Best plan for $1mil liquidity: Buy apartments in the slums?

10 Replies

Hi all!

My wife Danielle and I are new to property investment. We currently have one rental property in Aurora, Colorado and are currently renting a home, ourselves, in Colorado Springs (due to the fact that she works in Denver and I work in Pueblo--so we're at a halfway point until we can figure something better out). 

Anyway, we want to continue buying rental properties. Our ultimate goal is to have around $1mil liquidity to be able to purchase our own land, build our own home, and still have a little bit of a buffer, while also having rental properties for our passive income.

I know we could fairly quickly get to $1mil buy buying and selling but I wanted to know what you all thought about what a good roadmap might be regarding that (how many properties to buy and rent vs sell, etc).

I have a friend who is very active in these forums who originally lived in Los Angeles and his first properties were basically in the ghetto of the middle of the US.

Would a good route be to purchase apartments in the ghetto and be a slumlord for a while to launch our empire? I know it worked very well for my friend because he owns hundreds of properties now.

Thank you all for your guidance on this. Danielle and I really appreciate it!

-Andrew

not sure I would recommend ghetto rentals.. your friend is an outlier if he made those work.

I for one would say that being a slumlord is never an appropriate goal for anyone who is a moral person. No matter what class the property is you should be providing a clean, safe home in good repair. The difference comes in the finish. Are you doing tile floors in the bathrooms and kitchen or laminate/vinyl? Formica Countertops instead of granite that sort of thing.

Generally it is said the lower the class of property the more hands on and better skilled the manager will need to be. If you’re paying for property management in a D class area they need to be specialists. The cash flow on that end of the spectrum will win all day long but you will generally spend more on repairs, evictions and time than on an A class.

@Andrew Rinne Would you enjoy being a slumlord? If so, go for it !!! 
Your road map really depends on you (and your wife). Some people want to take a few months off to travel the world while they are young. Others want to have work life balance ... others are ok to work 24 hours/day. Others want to have a family, which becomes their highest priority ... etc.

If I were in your shoes, I would sit down with the wife and write down the goals with actual numbers and dates and run them by your friend or some other folks here...There are tons of strategies in real estate, some more lucrative than others, but require some level of expertise, which you can only build once you get in the game more seriously.

Year 0: Skills: Basic RE Education. Income: $1000 via SFR rentals.

Year 1: Skills: Advanced RE Education. Income: $2,500 via SFR Rentals, Flips, ...

Year 3: Skills: Advanced RE Education: Mobile Homes. Income: $3500 via SFR Rentals, Flips, Notes, ...

...

Year 5:Skills: Syndication. Income: $100,000  via Multi family, Mobile homes,  Notes, ...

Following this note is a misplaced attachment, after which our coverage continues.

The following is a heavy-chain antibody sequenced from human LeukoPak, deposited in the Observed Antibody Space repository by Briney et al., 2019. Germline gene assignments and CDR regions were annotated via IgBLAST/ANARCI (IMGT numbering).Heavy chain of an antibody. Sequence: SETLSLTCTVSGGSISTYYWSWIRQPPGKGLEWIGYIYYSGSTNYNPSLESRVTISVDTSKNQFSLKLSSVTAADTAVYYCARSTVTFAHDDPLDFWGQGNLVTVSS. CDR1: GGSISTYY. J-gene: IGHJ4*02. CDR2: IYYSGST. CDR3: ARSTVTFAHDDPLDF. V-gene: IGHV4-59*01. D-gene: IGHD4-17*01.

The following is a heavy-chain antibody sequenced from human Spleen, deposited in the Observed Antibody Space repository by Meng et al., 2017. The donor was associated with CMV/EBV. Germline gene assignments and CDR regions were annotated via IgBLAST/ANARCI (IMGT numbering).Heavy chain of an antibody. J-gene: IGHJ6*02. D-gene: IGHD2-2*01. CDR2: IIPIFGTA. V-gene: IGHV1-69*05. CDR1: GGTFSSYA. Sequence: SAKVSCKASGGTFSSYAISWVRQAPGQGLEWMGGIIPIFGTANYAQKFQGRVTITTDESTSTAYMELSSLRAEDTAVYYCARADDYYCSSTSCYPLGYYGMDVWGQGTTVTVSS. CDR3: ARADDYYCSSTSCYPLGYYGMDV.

Good Luck !!!

@Andrew Rinne so you made one statement that has me wondering. "I know we could fairly quickly get to $1 mil..." What is your definition of "fairly quickly"? The fact of the mater, I think it would take a minimum of 5 years of consistent persistent focused action as well as a measure of luck to come up with $1M when starting with little to nothing and working part time. 

Now for your questions. No I don't think it's a good route go after "the ghetto" with little to no experience. When you friend bought, the market was in a very different place. I don't think this is a good time get into apartments no matter where you are investing. I don't think that your friend could replicate his success starting today and going forward over the same time span.

There is no one path to real estate riches. You need to find the path that works for you based on your skills and abilities. Leverage those to make your own way.

Originally posted by @Jonathan Holmes :

I for one would say that being a slumlord is never an appropriate goal for anyone who is a moral person. No matter what class the property is you should be providing a clean, safe home in good repair. The difference comes in the finish. Are you doing tile floors in the bathrooms and kitchen or laminate/vinyl? Formica Countertops instead of granite that sort of thing.

Generally it is said the lower the class of property the more hands on and better skilled the manager will need to be. If you’re paying for property management in a D class area they need to be specialists. The cash flow on that end of the spectrum will win all day long but you will generally spend more on repairs, evictions and time than on an A class.

I may not even know what a slumlord is, then. My friend has property managers/a company that handles all his properties, I just know that he said his first many properties were in very low-income areas.

Thank you for your reply!

Originally posted by @Henri Meli :

@Andrew Rinne Would you enjoy being a slumlord? If so, go for it !!! 
Your road map really depends on you (and your wife). Some people want to take a few months off to travel the world while they are young. Others want to have work life balance ... others are ok to work 24 hours/day. Others want to have a family, which becomes their highest priority ... etc.